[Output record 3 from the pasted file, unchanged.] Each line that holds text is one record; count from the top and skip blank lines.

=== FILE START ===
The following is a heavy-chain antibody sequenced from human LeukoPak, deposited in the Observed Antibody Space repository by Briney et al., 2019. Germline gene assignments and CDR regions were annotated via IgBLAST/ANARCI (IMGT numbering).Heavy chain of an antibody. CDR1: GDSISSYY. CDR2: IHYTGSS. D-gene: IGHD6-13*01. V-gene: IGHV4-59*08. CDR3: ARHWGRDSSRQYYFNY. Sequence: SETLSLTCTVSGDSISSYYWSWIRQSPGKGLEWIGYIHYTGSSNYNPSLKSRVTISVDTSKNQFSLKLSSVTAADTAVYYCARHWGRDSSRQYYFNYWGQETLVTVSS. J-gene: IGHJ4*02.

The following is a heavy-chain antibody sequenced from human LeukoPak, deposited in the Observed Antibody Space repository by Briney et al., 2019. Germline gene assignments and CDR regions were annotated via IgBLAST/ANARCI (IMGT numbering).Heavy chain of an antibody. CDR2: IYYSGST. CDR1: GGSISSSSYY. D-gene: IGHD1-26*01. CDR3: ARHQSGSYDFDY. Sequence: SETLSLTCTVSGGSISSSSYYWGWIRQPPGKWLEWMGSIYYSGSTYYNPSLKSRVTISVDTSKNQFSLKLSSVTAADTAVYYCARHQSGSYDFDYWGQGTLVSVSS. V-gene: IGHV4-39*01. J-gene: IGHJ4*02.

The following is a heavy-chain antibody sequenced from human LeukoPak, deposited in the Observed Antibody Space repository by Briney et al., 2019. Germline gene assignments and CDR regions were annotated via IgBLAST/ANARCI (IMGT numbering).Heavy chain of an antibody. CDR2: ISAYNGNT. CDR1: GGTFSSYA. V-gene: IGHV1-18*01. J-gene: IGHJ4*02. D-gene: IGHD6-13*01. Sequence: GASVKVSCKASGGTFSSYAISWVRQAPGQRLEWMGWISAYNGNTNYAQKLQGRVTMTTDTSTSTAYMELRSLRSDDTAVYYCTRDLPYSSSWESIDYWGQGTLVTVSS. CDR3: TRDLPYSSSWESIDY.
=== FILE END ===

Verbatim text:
The following is a heavy-chain antibody sequenced from human LeukoPak, deposited in the Observed Antibody Space repository by Briney et al., 2019. Germline gene assignments and CDR regions were annotated via IgBLAST/ANARCI (IMGT numbering).Heavy chain of an antibody. CDR2: ISAYNGNT. CDR1: GGTFSSYA. V-gene: IGHV1-18*01. J-gene: IGHJ4*02. D-gene: IGHD6-13*01. Sequence: GASVKVSCKASGGTFSSYAISWVRQAPGQRLEWMGWISAYNGNTNYAQKLQGRVTMTTDTSTSTAYMELRSLRSDDTAVYYCTRDLPYSSSWESIDYWGQGTLVTVSS. CDR3: TRDLPYSSSWESIDY.